Then there are classes that are the opposite of this, like say NSString. Zillions of methods and extensions in the public API, but only a handful of primitives that a subclass should implement.

    So if the relative size of the public API is smaller than the size of the subclassing API, say by a factor of 3 or more, I'd go with a class extension mechanism. Otherwise, just use a single public API.
     
  6. darkandlong thread starter macrumors member

    darkandlong

    Joined:
    Jun 19, 2008
    Location:
    Uk
    #6
    Thanks. I think I'm just struggling to wrap my head round the idea of no private or protected classes. I'm so used to hiding internals away. It seems like I end up with lots of long public methods with duplicate functionality where I'm used to snapping off functionality in sharable utility and helper methods.
     
  7. chown33 macrumors 604

    Joined:
    Aug 9, 2009
    #7
    That just seems silly. A well-factored method is well-factored whether the sub-methods are public or not. Factoring is not the same as visibility.

    Exactly what is your concern? That some bozo can override one of the sub-methods and cause another method to break? Sad to say, but protected visibility won't prevent that.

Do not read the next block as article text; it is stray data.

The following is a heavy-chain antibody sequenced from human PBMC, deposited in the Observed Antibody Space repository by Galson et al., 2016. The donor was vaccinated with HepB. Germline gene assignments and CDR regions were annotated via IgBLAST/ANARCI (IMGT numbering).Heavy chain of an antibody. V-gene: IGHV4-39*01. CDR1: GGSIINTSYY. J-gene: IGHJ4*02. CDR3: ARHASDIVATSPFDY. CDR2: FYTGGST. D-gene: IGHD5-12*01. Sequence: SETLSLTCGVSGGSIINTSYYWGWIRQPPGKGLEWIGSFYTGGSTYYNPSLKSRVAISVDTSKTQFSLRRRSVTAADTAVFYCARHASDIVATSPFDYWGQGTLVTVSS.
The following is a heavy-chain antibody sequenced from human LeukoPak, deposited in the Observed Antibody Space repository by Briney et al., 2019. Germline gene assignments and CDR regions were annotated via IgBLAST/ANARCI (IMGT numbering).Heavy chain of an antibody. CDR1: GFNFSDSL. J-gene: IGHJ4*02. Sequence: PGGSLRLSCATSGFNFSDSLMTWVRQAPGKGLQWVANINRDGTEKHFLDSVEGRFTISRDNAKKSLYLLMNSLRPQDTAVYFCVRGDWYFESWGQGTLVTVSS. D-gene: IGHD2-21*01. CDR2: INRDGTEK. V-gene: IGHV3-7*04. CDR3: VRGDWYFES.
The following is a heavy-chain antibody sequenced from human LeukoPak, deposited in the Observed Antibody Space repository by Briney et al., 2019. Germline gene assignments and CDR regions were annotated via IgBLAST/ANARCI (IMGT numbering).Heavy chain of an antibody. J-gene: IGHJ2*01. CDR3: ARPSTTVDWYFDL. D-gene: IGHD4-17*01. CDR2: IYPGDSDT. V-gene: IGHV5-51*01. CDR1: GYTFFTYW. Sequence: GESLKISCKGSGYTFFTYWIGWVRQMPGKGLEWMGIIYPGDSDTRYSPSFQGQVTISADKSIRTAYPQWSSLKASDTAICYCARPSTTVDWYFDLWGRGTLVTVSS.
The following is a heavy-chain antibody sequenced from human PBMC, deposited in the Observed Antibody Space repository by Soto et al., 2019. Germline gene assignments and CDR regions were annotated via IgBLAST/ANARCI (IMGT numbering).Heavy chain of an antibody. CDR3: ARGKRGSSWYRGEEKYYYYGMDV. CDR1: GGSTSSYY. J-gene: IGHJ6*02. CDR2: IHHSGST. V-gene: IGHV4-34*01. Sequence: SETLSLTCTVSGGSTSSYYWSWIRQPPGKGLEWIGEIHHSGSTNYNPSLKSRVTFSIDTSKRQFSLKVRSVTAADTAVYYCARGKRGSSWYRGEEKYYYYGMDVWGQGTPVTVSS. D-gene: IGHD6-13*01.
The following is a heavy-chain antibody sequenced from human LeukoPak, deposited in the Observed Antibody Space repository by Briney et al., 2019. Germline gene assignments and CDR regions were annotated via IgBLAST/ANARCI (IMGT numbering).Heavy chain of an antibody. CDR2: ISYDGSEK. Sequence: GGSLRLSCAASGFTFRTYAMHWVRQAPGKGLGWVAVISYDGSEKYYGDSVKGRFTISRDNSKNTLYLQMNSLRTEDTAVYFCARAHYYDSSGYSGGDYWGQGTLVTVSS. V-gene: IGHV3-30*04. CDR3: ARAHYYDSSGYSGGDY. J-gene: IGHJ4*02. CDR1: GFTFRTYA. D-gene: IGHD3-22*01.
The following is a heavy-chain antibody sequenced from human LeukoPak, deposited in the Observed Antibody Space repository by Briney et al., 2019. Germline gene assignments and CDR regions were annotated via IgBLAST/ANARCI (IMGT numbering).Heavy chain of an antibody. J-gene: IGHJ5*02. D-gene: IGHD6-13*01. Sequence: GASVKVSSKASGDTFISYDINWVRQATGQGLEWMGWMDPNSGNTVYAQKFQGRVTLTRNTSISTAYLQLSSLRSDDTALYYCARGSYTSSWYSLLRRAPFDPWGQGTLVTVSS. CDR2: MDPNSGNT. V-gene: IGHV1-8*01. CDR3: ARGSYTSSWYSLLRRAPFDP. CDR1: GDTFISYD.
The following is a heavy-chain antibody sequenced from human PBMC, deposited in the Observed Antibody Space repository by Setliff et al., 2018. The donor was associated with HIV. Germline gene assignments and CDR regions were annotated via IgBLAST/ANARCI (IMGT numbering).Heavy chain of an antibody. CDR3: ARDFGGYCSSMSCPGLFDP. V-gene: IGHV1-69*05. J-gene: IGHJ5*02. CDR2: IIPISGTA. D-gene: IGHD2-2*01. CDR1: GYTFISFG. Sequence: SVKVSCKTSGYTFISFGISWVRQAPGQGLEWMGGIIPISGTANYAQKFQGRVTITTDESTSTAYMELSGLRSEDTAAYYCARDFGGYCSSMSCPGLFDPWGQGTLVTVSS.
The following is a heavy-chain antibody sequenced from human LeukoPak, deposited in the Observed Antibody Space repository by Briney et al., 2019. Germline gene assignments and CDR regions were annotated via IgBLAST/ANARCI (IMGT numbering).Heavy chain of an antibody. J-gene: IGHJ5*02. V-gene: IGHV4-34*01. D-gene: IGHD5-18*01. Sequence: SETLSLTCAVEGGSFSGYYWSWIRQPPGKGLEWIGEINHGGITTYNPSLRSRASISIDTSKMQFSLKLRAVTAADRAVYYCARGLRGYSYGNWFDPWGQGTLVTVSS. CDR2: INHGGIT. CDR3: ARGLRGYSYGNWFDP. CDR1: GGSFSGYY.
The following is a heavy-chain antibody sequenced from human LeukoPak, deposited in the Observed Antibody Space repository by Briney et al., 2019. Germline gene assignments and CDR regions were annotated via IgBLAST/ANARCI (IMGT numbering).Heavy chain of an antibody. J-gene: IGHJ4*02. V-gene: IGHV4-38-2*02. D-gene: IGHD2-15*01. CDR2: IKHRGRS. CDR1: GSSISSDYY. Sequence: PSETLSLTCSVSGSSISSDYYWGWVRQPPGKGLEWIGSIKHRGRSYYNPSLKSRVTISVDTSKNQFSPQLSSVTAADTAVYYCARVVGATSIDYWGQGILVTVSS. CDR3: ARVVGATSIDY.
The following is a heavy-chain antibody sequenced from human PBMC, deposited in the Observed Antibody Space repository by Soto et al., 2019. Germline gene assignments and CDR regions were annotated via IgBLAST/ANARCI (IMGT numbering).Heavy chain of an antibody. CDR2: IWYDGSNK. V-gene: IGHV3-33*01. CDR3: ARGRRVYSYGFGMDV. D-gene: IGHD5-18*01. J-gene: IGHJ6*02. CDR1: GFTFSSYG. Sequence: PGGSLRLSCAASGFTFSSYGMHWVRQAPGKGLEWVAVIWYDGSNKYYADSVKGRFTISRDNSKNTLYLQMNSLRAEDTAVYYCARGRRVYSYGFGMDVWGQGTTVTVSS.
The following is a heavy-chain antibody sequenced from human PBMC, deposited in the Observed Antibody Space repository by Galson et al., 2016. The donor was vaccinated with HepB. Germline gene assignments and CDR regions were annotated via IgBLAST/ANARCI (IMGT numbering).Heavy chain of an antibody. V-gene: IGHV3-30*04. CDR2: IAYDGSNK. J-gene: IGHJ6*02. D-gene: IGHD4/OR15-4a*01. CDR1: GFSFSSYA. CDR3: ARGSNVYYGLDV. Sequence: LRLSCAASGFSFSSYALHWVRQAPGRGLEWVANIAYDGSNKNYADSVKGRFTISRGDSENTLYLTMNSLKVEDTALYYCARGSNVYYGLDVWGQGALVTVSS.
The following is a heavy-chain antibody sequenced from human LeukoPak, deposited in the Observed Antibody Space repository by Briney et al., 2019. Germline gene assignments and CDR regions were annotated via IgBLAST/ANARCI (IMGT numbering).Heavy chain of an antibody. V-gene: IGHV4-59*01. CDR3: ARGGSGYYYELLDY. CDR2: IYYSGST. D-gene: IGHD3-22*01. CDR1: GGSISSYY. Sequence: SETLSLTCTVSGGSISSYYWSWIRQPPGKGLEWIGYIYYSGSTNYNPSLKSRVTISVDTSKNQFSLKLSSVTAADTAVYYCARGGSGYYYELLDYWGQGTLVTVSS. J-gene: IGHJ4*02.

Or is it that you think you have to declare every method in the public @interface, in order to define it in a well-factored @implementation? Because that's not true. You can define methods in the @implementation that are not declared in the @interface.

    I think you should post an example that illustrates the problem you want to solve.

    You might want to review the Objective-C reference doc, too:
    http://developer.apple.com/library/ios/#documentation/Cocoa/Conceptual/ObjectiveC/
     
  8. darkandlong thread starter macrumors member

    darkandlong

    Joined:
    Jun 19, 2008
    Location:
    Uk
    #8
    I know I can hide methods from a public API using class extensions, but I am specifically talking about protected methods. Methods meant for use only by subclasses. The reason I mentioned long methods is that in order to keep the API as simple as possible, I don't want lots of secondary methods that no-one but subclasses would be interested in cluttering it up. Hense longer methods that include this secondary functionality rather than factoring it out into protected methods.

    My concern usually isn't that someone will can override them, but more that they don't belong in the public API.

    I'm used to programming in Actionscript which supports protected methods and truely private methods and allows classes to be more of a black box than Objective C allows. I am aware this is just one of the many differences between the languages, but it is so far the one I am finding hardest to adapt to as it feels like a big deal.
     
  9. jiminaus macrumors 65816

    jiminaus

    Joined:
    Dec 16, 2010
    Location:
    Sydney
    #9
    Keep this instinct, because it is a good one generally. But come to peace by accepting that you just can't do it in Objective-C.